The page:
I wish the same had happened at school, but as we both feared, rumors started. I even think it might have been from Mrs. Graedon. I think she called someone at school, or sent an anonymous email, or something, because fairly soon rumors began flying around that Brad and I were gay, were boyfriends, even that we were “doing it.” Mrs. Hodges had probably believed my father’s threat because Mrs. Graedon never set foot in the school again as far as we ever knew, but her threat that she’d out us seemed to be coming true. At a middle school, gossip is like a contagious virus that rampages through a school. It only took about a day after the rumors had begun before everyone in the place seemed to have heard them. This was the second hard part I knew we’d have to face.

We thought the world would fall in on us when the entire school caught on to our relationship, when everyone thought we were gay or suspected it or just wondered about it. We thought we’d be picked on, ostracized, beaten up, laughed at, rejected—well, everything you could imagine that could happen to young teens thought to be gay who’d been outed at school. We had discussed it beforehand and had dreaded it and weren’t sure how we would react when we were faced with it, but you know what? In the end, nothing happened!

Brad was the most popular kid in school and with his winning, outgoing personality and cool demeanor, everyone liked and admired him and it was impossible, I guess, for everyone to just start hating him, especially because he didn’t act any differently. Being who he was, they had a hard time believing something like this. He was still the friendly, self-confident, sociable kid he’d always been, and people still responded to him when he said hello, kidded with them, went out of his way to make them feel good about themselves. He made people feel important just by taking the time to talk to them. When he walked away from someone after stopping to chat, that person always had a smile on his face. Brad was a celebrity in that school, and rumors that most people didn’t know whether to believe or not weren’t going to change that.

As for me, well, I remained somewhat awkward and shy, but wasn’t quite as reclusive as before. Being forced by circumstances to stand up for Brad at that meeting and being successful doing so had boosted my confidence a little. Brad told me everyone had always liked me, many kids saw what I did for everyone, being helpful and supportive and all, and they wanted to be my friend, wanted to help me if I needed help. Now, even with the rumors, when I opened up a little more and didn’t push people away, most everyone was friendly in return. They showed me friendliness and kindness and I couldn’t help but smile and respond to their actions.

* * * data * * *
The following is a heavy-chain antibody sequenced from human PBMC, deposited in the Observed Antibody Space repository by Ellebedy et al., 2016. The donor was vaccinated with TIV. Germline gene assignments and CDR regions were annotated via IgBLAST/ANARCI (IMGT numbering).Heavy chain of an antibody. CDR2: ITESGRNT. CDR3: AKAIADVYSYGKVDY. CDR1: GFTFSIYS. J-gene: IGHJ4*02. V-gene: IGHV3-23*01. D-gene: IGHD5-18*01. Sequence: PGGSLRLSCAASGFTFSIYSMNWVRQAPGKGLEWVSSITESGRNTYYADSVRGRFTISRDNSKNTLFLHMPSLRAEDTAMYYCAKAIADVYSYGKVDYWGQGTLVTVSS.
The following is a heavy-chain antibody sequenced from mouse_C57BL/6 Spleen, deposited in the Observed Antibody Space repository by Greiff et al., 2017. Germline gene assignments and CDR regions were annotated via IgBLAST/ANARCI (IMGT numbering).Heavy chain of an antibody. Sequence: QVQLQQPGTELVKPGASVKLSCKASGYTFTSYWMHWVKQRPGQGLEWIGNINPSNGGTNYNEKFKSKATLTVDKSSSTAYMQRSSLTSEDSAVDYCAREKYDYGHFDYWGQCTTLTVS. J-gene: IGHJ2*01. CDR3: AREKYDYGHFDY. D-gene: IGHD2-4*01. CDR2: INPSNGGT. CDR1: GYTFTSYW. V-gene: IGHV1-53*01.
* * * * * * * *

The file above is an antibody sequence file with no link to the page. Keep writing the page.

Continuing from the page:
So we survived Mrs. Graedon, and we were even able to retain our relationship with each other. Brad keeps coming over to my house, much more than I go to his because we are needed more at my house than his. He helps me with the things I have to do, making my load lighter, and we study together, which he says, but I refute, is the cause of his grades soaring. I tell him it is because he has more confidence in his abilities, it has nothing to do with me. He says, who cares? And he’s probably right about that. Anyway, things have returned to normal, we’re still together, and that’s about as good as anything I could hope for. Being able to sleep together three or four times a week also means we’re getting to know each other a lot better, too, and that’s really, really good. For both of us. We aren’t going fast or slow; we’re going about learning what we’re learning at the pace we both want to go, and it’s absolutely great. We feel we have all the time in the world.

Next year? High school? What’s going to happen? Who knows? But I do know this—my life has turned a corner, I’m happy, and whatever comes now, I can deal with it. Having Brad’s help is like frosting on the cake.


The End


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This story is Copyright © 2004-2017 by Cole Parker; the image is Copyright © 2017 by Colin Kelly; the original image is by elizabethaferry under the Terms of the Creative Commons License CC0 from pixabay.com #417612. They cannot be reproduced without express written consent. Codey's World web site has written permission to publish this story and use the images. No other rights are granted.

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This story may contain occasional references to minors who are or may be gay. If it were a movie, it would be rated PG (in a more enlightened time it would be rated G). If reading this type of material is illegal where you live, or if you are too young to read this type of material based on the laws where you live, or if your parents don't want you to read this type of material, or if you find this type of material morally or otherwise objectionable, or if you don’t want to be here, close your browser now. The author neither condones nor advocates the violation of any laws. If you want to be here, but aren’t supposed to be here, be careful and don't get caught!